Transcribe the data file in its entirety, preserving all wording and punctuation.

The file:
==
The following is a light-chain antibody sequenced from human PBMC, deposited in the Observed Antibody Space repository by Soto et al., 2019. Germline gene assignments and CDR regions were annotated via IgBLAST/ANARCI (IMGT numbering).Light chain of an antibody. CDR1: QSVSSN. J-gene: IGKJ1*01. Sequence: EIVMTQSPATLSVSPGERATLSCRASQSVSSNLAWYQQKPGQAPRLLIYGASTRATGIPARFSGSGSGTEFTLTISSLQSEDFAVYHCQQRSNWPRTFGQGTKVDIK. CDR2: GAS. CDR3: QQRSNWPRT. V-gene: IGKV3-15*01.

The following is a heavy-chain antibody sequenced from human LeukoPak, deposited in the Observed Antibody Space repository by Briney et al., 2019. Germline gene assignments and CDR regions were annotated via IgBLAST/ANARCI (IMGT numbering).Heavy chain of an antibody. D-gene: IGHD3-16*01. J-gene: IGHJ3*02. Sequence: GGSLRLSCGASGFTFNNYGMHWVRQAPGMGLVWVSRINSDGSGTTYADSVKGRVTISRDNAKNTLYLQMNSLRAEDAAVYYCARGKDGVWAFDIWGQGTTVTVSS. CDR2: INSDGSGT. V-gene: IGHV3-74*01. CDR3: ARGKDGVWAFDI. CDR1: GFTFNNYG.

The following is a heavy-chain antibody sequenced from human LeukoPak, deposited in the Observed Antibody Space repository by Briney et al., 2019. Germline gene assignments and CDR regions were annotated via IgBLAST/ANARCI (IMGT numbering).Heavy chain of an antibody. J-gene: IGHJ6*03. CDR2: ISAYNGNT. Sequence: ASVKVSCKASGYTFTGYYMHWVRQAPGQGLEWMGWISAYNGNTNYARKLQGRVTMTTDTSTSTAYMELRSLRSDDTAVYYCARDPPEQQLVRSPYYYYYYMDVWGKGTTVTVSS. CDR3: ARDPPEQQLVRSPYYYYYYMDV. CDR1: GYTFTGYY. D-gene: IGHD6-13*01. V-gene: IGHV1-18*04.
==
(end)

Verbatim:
The following is a light-chain antibody sequenced from human PBMC, deposited in the Observed Antibody Space repository by Soto et al., 2019. Germline gene assignments and CDR regions were annotated via IgBLAST/ANARCI (IMGT numbering).Light chain of an antibody. CDR1: QSVSSN. J-gene: IGKJ1*01. Sequence: EIVMTQSPATLSVSPGERATLSCRASQSVSSNLAWYQQKPGQAPRLLIYGASTRATGIPARFSGSGSGTEFTLTISSLQSEDFAVYHCQQRSNWPRTFGQGTKVDIK. CDR2: GAS. CDR3: QQRSNWPRT. V-gene: IGKV3-15*01.

The following is a heavy-chain antibody sequenced from human LeukoPak, deposited in the Observed Antibody Space repository by Briney et al., 2019. Germline gene assignments and CDR regions were annotated via IgBLAST/ANARCI (IMGT numbering).Heavy chain of an antibody. D-gene: IGHD3-16*01. J-gene: IGHJ3*02. Sequence: GGSLRLSCGASGFTFNNYGMHWVRQAPGMGLVWVSRINSDGSGTTYADSVKGRVTISRDNAKNTLYLQMNSLRAEDAAVYYCARGKDGVWAFDIWGQGTTVTVSS. CDR2: INSDGSGT. V-gene: IGHV3-74*01. CDR3: ARGKDGVWAFDI. CDR1: GFTFNNYG.

The following is a heavy-chain antibody sequenced from human LeukoPak, deposited in the Observed Antibody Space repository by Briney et al., 2019. Germline gene assignments and CDR regions were annotated via IgBLAST/ANARCI (IMGT numbering).Heavy chain of an antibody. J-gene: IGHJ6*03. CDR2: ISAYNGNT. Sequence: ASVKVSCKASGYTFTGYYMHWVRQAPGQGLEWMGWISAYNGNTNYARKLQGRVTMTTDTSTSTAYMELRSLRSDDTAVYYCARDPPEQQLVRSPYYYYYYMDVWGKGTTVTVSS. CDR3: ARDPPEQQLVRSPYYYYYYMDV. CDR1: GYTFTGYY. D-gene: IGHD6-13*01. V-gene: IGHV1-18*04.